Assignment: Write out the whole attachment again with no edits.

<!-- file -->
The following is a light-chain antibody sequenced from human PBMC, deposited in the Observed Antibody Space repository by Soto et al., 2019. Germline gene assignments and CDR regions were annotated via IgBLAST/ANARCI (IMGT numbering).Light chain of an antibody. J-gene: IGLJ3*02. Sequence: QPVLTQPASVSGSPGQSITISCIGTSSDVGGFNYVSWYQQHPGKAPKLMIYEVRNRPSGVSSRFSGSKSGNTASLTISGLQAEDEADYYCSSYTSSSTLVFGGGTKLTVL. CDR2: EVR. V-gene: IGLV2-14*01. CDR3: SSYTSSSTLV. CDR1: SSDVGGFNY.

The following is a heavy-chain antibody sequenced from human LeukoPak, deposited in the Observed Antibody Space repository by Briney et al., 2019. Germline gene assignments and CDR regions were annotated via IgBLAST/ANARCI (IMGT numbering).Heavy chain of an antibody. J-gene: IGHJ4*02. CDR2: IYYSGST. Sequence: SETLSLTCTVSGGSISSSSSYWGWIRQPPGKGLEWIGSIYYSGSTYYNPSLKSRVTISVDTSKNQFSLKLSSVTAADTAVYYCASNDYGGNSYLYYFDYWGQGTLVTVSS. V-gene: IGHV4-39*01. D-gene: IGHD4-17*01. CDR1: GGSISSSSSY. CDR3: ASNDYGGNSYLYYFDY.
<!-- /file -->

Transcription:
The following is a light-chain antibody sequenced from human PBMC, deposited in the Observed Antibody Space repository by Soto et al., 2019. Germline gene assignments and CDR regions were annotated via IgBLAST/ANARCI (IMGT numbering).Light chain of an antibody. J-gene: IGLJ3*02. Sequence: QPVLTQPASVSGSPGQSITISCIGTSSDVGGFNYVSWYQQHPGKAPKLMIYEVRNRPSGVSSRFSGSKSGNTASLTISGLQAEDEADYYCSSYTSSSTLVFGGGTKLTVL. CDR2: EVR. V-gene: IGLV2-14*01. CDR3: SSYTSSSTLV. CDR1: SSDVGGFNY.

The following is a heavy-chain antibody sequenced from human LeukoPak, deposited in the Observed Antibody Space repository by Briney et al., 2019. Germline gene assignments and CDR regions were annotated via IgBLAST/ANARCI (IMGT numbering).Heavy chain of an antibody. J-gene: IGHJ4*02. CDR2: IYYSGST. Sequence: SETLSLTCTVSGGSISSSSSYWGWIRQPPGKGLEWIGSIYYSGSTYYNPSLKSRVTISVDTSKNQFSLKLSSVTAADTAVYYCASNDYGGNSYLYYFDYWGQGTLVTVSS. V-gene: IGHV4-39*01. D-gene: IGHD4-17*01. CDR1: GGSISSSSSY. CDR3: ASNDYGGNSYLYYFDY.